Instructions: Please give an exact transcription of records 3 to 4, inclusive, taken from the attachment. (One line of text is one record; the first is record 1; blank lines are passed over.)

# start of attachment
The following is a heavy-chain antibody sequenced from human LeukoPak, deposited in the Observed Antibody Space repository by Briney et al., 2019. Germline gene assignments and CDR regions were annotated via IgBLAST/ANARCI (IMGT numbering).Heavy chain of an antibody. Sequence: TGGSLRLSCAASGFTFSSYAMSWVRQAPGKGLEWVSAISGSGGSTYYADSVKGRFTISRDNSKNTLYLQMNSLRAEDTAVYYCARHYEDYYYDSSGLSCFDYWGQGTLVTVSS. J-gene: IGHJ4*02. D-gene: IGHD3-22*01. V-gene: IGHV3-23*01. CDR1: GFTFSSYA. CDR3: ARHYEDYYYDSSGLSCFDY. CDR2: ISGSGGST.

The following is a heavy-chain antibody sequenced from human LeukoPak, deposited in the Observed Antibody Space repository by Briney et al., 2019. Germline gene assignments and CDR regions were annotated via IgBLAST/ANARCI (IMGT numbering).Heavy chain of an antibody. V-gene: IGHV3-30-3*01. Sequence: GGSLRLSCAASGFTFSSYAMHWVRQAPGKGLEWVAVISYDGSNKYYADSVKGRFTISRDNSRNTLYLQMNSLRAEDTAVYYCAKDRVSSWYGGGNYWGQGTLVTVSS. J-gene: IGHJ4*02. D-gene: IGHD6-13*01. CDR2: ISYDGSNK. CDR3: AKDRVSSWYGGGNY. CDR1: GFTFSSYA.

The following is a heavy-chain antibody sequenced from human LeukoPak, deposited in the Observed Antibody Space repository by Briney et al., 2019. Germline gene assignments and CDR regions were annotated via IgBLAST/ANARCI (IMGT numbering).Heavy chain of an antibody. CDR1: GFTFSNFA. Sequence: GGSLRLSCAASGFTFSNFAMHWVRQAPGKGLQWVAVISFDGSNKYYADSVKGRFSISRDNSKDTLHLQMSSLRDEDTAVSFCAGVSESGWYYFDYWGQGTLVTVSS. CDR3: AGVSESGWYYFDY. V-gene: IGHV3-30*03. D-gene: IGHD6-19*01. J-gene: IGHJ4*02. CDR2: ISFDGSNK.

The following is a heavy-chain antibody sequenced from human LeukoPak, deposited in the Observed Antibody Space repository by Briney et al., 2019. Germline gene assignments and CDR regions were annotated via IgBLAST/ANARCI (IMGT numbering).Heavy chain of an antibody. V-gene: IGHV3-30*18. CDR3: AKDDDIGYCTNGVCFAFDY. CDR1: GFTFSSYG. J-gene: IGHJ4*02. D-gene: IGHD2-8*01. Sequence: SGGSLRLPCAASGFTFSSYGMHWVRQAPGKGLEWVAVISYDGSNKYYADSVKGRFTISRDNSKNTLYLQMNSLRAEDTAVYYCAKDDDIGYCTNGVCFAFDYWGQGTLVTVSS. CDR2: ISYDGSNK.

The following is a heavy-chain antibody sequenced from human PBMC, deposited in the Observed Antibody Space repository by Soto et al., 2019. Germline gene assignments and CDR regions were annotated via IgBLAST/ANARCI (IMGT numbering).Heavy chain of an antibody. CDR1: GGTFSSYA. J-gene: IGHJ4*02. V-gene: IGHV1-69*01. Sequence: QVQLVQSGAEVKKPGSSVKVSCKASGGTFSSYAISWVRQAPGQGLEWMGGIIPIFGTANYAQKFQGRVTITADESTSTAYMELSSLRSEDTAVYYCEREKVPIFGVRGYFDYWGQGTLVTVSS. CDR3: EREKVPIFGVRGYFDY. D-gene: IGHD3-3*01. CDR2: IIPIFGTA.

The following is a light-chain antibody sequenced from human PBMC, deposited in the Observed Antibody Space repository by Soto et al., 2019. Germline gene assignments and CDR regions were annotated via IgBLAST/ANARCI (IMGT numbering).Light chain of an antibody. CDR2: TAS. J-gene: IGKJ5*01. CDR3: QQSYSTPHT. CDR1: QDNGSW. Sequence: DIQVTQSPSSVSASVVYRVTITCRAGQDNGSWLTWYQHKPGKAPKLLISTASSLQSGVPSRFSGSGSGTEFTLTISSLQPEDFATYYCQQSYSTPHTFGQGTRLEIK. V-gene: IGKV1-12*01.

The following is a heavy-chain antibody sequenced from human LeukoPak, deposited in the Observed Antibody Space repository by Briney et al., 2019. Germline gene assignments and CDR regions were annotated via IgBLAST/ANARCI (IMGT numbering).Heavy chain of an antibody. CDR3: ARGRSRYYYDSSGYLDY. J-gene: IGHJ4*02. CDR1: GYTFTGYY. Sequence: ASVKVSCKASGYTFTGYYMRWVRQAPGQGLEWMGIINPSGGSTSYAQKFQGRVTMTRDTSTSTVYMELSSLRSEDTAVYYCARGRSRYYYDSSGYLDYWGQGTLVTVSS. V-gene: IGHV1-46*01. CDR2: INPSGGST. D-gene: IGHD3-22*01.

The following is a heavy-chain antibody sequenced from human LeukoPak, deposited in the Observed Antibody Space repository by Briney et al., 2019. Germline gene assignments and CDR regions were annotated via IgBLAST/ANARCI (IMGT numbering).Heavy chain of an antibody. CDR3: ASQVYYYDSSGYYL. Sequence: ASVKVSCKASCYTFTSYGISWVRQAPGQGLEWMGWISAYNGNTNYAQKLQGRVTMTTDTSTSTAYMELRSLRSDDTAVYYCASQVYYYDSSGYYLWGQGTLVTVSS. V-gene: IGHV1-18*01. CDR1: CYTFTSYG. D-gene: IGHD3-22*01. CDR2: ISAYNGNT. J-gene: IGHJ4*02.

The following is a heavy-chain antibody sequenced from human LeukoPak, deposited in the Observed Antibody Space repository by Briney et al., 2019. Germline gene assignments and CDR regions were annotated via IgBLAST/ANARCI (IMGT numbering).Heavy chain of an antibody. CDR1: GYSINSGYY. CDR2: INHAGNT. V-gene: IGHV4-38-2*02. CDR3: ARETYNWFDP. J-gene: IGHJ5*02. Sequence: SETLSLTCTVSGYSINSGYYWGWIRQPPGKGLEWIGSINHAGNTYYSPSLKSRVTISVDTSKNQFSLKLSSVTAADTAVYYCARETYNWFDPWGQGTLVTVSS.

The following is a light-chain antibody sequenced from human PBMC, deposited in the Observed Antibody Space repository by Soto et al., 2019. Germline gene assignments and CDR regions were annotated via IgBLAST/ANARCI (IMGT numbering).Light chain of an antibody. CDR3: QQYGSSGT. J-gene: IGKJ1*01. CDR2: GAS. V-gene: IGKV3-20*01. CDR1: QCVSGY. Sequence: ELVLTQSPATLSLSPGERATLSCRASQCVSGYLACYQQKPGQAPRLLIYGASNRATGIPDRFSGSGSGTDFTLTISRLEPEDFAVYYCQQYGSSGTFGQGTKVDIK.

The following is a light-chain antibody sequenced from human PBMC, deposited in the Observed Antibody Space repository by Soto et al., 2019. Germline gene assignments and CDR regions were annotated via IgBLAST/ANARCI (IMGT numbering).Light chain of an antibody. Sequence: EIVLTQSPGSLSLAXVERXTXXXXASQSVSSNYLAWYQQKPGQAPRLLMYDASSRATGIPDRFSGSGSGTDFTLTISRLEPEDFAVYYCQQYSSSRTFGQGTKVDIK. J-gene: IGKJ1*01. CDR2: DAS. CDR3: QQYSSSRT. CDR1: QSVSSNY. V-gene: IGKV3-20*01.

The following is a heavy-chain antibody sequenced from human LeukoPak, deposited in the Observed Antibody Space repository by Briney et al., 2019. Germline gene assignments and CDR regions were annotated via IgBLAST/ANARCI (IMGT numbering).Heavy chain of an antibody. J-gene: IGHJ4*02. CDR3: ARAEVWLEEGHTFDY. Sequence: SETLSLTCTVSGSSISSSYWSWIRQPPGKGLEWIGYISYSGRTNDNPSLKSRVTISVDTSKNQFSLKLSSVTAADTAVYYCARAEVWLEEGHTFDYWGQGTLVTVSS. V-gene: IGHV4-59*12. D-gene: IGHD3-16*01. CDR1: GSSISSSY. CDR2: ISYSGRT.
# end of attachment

The following is a heavy-chain antibody sequenced from human LeukoPak, deposited in the Observed Antibody Space repository by Briney et al., 2019. Germline gene assignments and CDR regions were annotated via IgBLAST/ANARCI (IMGT numbering).Heavy chain of an antibody. CDR1: GFTFSNFA. Sequence: GGSLRLSCAASGFTFSNFAMHWVRQAPGKGLQWVAVISFDGSNKYYADSVKGRFSISRDNSKDTLHLQMSSLRDEDTAVSFCAGVSESGWYYFDYWGQGTLVTVSS. CDR3: AGVSESGWYYFDY. V-gene: IGHV3-30*03. D-gene: IGHD6-19*01. J-gene: IGHJ4*02. CDR2: ISFDGSNK.

The following is a heavy-chain antibody sequenced from human LeukoPak, deposited in the Observed Antibody Space repository by Briney et al., 2019. Germline gene assignments and CDR regions were annotated via IgBLAST/ANARCI (IMGT numbering).Heavy chain of an antibody. V-gene: IGHV3-30*18. CDR3: AKDDDIGYCTNGVCFAFDY. CDR1: GFTFSSYG. J-gene: IGHJ4*02. D-gene: IGHD2-8*01. Sequence: SGGSLRLPCAASGFTFSSYGMHWVRQAPGKGLEWVAVISYDGSNKYYADSVKGRFTISRDNSKNTLYLQMNSLRAEDTAVYYCAKDDDIGYCTNGVCFAFDYWGQGTLVTVSS. CDR2: ISYDGSNK.